Performance and Culture
The fair market valuation highlights several areas of performance such as growth, retention, loss ratio and profitability – all of these will greatly impact the decision on the best price to offer. An agency that has strong policies and procedures in place, employee contracts with all key employees and a firm handle on their metrics is well positioned to negotiate on the sale of their agency. For those agencies, whose books and information are in order, utilize systems that are the same or compatible, and that operate a paperless agency the transition is expected to be much more seamless and therefore ongoing performance can be expected to be greater. You can expect that an agency that has strong performance metrics and operates efficiently will sell for a higher price than one that has weaker numbers or lacks the ability to provide metrics as expected performance becomes much more uncertain.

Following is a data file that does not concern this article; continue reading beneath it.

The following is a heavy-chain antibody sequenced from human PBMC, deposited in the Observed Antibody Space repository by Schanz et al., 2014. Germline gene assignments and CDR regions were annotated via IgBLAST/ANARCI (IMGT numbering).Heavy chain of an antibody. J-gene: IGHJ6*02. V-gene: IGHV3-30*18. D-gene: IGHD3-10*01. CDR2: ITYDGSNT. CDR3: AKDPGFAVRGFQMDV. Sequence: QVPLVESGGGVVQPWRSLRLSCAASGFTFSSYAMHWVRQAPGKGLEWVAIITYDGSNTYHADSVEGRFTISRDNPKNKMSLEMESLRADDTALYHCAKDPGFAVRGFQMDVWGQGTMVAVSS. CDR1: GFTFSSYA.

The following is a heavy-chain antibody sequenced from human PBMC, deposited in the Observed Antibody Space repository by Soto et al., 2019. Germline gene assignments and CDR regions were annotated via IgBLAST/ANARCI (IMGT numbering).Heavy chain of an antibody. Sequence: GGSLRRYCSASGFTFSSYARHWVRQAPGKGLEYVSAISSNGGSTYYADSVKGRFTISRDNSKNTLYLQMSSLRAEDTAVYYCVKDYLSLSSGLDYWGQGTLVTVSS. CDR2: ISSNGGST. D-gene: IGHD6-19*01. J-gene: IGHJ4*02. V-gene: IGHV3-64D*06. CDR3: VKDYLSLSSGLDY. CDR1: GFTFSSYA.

As agencies move through the due diligence process, they can expect to be offered a premium or a discount for their agency based on synergies or challenges that exist in each specific situation. In all cases, agencies that know their numbers and can access data and information easily to identify synergies will be much better positioned than those that cannot.
Much like the sale of a house, the more work that is needed or areas of question the lower the offer. Having the ability to provide accurate and complete information throughout the due diligence process, and highlighting the areas of synergies and strengths of your agency, will put you in a strong position with prospective buyers.
IIAT and AgencyFocus can help.Learn More